Definitions

raw talent

Port Adelaide Football Club

Port Adelaide Football Club, often referred to as simply Port or the Power, is an Australian rules football club based in Adelaide, South Australia. From its foundation in 1870 to 1996, the club representing Port Adelaide competed in the SANFL as the "Port Adelaide Football Club" over the years from 1870 it had many nicknames. They were known as the Cockledivers, Seaside Men, Seasiders, Mudholians, Dustholians, Magentas before finally settling on Magpies in 1902. In 1997 The Port Adelaide Football Club joined the Australian Football League (AFL). On entry, Port Adelaide adopted a new nickname, Port Power, which was changed to just 'Power' shortly thereafter, and added two more colours (silver and teal) in a requirement to differentiate itself from an existing AFL club, the Collingwood Football Club. During its time in the SANFL, Port Adelaide established itself as the most dominant club in the competition by winning 34 senior premierships. Since joining the AFL Port have added to their Premiership haul by adding another premiership, thereby bringing the total premierships attained by the PAFC to 35 , 1 AFL and 34 SANFL.

History

Foundation years: 1870–1901

The Port Adelaide Football Club was established on 13 May 1870 with a meeting between President John Hart Jnr, Captain John Hart, Secretary, R.W.J Leicester and treasurer, George Ireland. R.W.J Leicster and John Rann are acknowledged as the founders of the club. The club played its first match against a team called the 'Young Australians' on 24 May 1870 at Buck's Flat, a property owned by President Hart in Glanville, South Australia. Football in South Australia at this stage was rather unorganised and there were several sets of rules in use across the state.

In 1877 however, Port Adelaide joined seven other local clubs and formed the South Australian Football Association, the first organisation of its type in Australia. It competed its first few seasons of competition wearing a rose pink outfit with white knickerbockers. The club initially enjoyed modest success and did not win a premiership until 1884. By this time, the strip had changed to magenta with navy knickerbockers. In 1880, the club moved from Glanville Park Oval to Alberton Oval which, except for the 1975 and 1976 seasons, has been its base ever since. Port Adelaide's humble results continued before a second premiership in 1890. It was in this season that Port Adelaide was crowned 'Champions of Australia' for the first time after they defeated VFA premier, South Melbourne.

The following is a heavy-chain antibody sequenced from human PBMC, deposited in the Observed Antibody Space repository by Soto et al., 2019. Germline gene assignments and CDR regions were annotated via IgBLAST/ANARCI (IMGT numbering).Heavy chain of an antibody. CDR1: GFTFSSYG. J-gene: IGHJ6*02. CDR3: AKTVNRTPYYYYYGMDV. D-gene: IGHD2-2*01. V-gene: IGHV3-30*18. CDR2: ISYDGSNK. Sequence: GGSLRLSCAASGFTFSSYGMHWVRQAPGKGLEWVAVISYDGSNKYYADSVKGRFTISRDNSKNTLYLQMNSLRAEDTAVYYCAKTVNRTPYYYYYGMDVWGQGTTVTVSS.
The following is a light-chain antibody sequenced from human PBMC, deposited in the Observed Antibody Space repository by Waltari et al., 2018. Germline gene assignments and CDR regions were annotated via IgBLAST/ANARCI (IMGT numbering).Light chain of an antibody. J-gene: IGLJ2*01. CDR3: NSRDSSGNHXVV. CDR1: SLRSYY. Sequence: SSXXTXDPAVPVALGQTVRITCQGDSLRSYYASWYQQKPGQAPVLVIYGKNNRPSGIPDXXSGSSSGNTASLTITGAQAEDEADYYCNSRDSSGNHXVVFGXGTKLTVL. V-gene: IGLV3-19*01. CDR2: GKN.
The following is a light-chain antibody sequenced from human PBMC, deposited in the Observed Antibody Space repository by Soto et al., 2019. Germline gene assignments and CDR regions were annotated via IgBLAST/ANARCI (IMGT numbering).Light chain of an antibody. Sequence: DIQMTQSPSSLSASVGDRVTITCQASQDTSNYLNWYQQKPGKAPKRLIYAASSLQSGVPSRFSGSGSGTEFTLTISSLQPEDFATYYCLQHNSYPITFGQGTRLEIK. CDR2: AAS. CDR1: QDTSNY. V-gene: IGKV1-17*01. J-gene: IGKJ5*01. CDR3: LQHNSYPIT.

The 1890s were grim economic times for Port Adelaide's working class base and many players were forced to move interstate to find work. This transferred into poor results on the field. In 1896, with the club in crisis, the club committee met with the aim of revitalising the spirit and instilling a new sense of pride in the Port Adelaide Football Club. It had immediate results and in 1897, Port Adelaide returned to the winners list with a third premiership. Stan Malin won Port Adelaide's first Magarey Medal in 1899. Port finished bottom in a six-team competition in 1900, it has not finished bottom since.

Developing tradition: 1902–1949

In 1903, Port Adelaide took to the field in the famous black and white for the first time as they were having trouble finding the appropriate dye for its magenta guernseys. The club was now being referred to as 'the Magpies' and the Port Adelaide Football Club was taking a more familiar look. Something which was also becoming familiar was winning premierships with success in 1903, 1906, 1910, 1913 and 1914. Port Adelaide also added to its 'Champions of Australia' title in 1890 with victories in 1910, 1913 and 1914. From June 21 1913 to July 31, 1915 the club was undefeated in 30 games including the 1914 season in which Port achieved the rare distinction of going through the entire season without losing a match. 1914 also saw Port hold North Adelaide to a record low Grand Final of 1.8 (14) to Port's 13.15 (93). At the end of the year the SAFA put together a combined team from all other SAFA clubs to take on the Magpies and Port won again. The SAFA competition was suspended from 1916–1918 because of World War I.

Port Adelaide's pre-war success did not continue post war and from 1919 to 1935, the club recorded only two premiership successes in 1921 and 1928. The depression of the early 1930s hit the club hard with several of its better players moving interstate to secure employment. However, by late 1930s, the economy was on the improve and so was Port Adelaide's form. They netted three premierships in four years with titles in 1936, 1937 and 1939. Just as in 1914, Port Adelaide had hit the peak of their form in the lead up to war, and, just as with World War One, the club was hit hard by players losses to World War Two. From 1942 to 1944, Port Adelaide merged with nearby West Torrens Football Club and the combined side picked up one premiership in this time. Port Adelaide struggled to regain its pre-war momentum once competition resumed in 1945 and played in only one grand final for the rest of the 1940s.

Champion players in this era included Bob Quinn, Sampson Hosking, Les Dayman and Bob McLean

Fos Williams era: 1950–1973